Denham Sadler
October 5, 2018

Vic Liberals offer new startup policy

State Election

Vic Liberals offer new startup policy

Liberal policy: The Victorian opposition has started its pitch to voters on innovation

The Victorian Opposition has taken the wraps off its first innovation-focused policy in the lead-up to next month’s election, pledging $9 million in startup grants.

Shadow innovation minister David Southwick unveiled the Innovation Voucher Program on Wednesday night, with the Coalition promising $9 million over four years for startup and SME grants, with a focus on commercialisation.

The grants are targeted at both new businesses and existing companies with an aim to “drive competition and innovation whilst leveraging off existing networks”, and would focus on Victoria’s areas of competitive advantage, including biotech, medicine, defence and renewable energy.

The grants, which have to be matched dollar for dollar, are for businesses with a “demonstrated ability to collaborate with others in their field including other Victorian businesses, universities and research agencies”.

“To stay relevant in a globally competitive world, Victoria needs a diverse, innovative and collaborative economy. Victoria must seize on its areas of competitive advantage and support a commercially focused collaborative approach to driving future innovation and growth,” Mr Southwick said.

“These targeted grants will drive innovation, grow competitive advantage and deliver a stronger economy for all Victorians.”

The innovation grants would also have a focus on commercialisation, with the opposition pointing to Australia’s struggles in this area.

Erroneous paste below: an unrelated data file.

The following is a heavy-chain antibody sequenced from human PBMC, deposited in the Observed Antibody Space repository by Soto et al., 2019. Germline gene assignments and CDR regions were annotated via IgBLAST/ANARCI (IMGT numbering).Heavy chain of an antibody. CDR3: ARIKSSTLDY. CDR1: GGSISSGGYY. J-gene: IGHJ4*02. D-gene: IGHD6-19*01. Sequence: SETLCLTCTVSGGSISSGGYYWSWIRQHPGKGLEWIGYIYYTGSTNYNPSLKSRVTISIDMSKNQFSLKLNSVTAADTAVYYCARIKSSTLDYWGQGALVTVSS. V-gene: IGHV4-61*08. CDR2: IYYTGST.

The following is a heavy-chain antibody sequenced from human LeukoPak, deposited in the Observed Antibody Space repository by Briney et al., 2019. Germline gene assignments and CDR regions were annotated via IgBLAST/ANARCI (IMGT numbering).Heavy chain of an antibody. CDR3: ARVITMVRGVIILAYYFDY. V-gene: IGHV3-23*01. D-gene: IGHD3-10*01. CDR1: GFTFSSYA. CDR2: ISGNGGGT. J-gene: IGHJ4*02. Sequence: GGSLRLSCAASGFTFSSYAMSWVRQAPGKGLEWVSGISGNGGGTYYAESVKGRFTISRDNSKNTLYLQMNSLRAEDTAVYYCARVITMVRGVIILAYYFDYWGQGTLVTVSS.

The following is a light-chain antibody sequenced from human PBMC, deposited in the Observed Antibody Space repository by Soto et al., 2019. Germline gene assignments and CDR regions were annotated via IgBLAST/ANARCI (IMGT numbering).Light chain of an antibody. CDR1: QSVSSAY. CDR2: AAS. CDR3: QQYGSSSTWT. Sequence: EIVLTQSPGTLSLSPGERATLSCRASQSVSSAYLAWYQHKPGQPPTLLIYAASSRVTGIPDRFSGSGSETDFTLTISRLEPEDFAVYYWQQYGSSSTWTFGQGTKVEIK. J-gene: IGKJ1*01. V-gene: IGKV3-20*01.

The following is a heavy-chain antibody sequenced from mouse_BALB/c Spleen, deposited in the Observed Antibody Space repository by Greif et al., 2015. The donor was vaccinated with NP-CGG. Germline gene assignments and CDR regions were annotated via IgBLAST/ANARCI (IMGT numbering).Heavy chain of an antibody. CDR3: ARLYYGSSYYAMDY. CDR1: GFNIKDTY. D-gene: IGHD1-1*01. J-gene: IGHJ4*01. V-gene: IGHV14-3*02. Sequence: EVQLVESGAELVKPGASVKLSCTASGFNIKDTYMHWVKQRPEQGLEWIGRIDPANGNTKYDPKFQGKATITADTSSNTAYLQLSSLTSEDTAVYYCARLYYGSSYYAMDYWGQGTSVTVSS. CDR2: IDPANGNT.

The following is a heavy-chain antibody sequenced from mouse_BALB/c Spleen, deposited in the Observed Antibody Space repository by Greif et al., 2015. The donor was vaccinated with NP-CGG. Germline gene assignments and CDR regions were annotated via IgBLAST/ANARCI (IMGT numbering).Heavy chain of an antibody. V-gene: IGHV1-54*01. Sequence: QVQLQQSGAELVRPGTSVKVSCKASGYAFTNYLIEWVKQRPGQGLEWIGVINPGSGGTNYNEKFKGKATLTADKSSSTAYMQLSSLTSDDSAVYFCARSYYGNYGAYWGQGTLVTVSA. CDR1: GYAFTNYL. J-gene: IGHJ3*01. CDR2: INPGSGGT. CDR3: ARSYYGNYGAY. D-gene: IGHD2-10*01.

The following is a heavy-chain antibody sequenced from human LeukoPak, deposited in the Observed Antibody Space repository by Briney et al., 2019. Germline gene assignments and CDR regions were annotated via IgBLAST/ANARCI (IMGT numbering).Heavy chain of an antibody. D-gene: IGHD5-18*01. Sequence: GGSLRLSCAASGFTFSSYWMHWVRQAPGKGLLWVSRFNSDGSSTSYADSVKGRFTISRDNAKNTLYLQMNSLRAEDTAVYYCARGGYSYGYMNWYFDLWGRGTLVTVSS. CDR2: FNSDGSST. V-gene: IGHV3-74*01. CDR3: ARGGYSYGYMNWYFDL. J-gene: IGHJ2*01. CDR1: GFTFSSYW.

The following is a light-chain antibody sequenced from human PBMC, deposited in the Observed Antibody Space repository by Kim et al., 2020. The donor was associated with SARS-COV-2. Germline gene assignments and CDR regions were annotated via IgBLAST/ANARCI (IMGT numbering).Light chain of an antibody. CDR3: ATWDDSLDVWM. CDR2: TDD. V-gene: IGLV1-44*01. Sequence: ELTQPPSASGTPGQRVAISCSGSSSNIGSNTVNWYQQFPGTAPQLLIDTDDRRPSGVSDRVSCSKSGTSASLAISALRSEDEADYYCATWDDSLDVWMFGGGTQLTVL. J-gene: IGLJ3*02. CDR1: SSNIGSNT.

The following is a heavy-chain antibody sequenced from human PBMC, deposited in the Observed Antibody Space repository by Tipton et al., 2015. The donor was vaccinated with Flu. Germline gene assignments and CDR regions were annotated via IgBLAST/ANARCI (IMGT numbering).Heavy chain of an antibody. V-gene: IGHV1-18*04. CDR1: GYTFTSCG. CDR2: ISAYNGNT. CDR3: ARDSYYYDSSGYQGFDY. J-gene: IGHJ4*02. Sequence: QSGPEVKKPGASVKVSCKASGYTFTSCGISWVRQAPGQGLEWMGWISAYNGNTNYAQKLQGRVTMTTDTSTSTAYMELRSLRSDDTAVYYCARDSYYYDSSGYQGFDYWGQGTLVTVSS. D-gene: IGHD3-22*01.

Mr Southwick said the voucher program would “help to foster relationships between diverse groups of collaborators that will ultimately drive commercial innovations and grow Victoria’s reputation on a world stage”.

The state government’s own startup funding body LaunchVic, a 2014 election promise, also focused its most recent funding round on health-technology accelerators and education programs, with $4.8 million in capital deployed.

LaunchVic was launched to oversee the state’s $60 million (over four years) innovation fund, and was created at the end of 2015. It is currently unclear whether its funds will be topped up by the Labor party if it wins the election, or if the Opposition would continue it into next year if it does.

While LaunchVic focuses its funding rounds on the surrounding infrastructure of the tech and startup sectors, the Opposition’s first real foray into the area would see it provide funding directly to startups in targeted sectors.

LaunchVic’s grants are decided by the agency’s team, while under the opposition’s plans, the grants will be awarded by the government on a competitive basis.

The announcement from the opposition has been welcomed by BioMelbourne Network chief executive Krystal Evans.

“BioMelbourne Network has called for programs that foster a culture of collaboration and innovation in Victoria’s medical tech and biotech industries. A commercialisation-focused voucher program is just what new startups and growing companies need to accelerate products toward patients and drive future innovation in the health industry,” Ms Evans said in a statement.

Both the state government and opposition are expected to unveil a broader innovation policy packages in the lead up the election.

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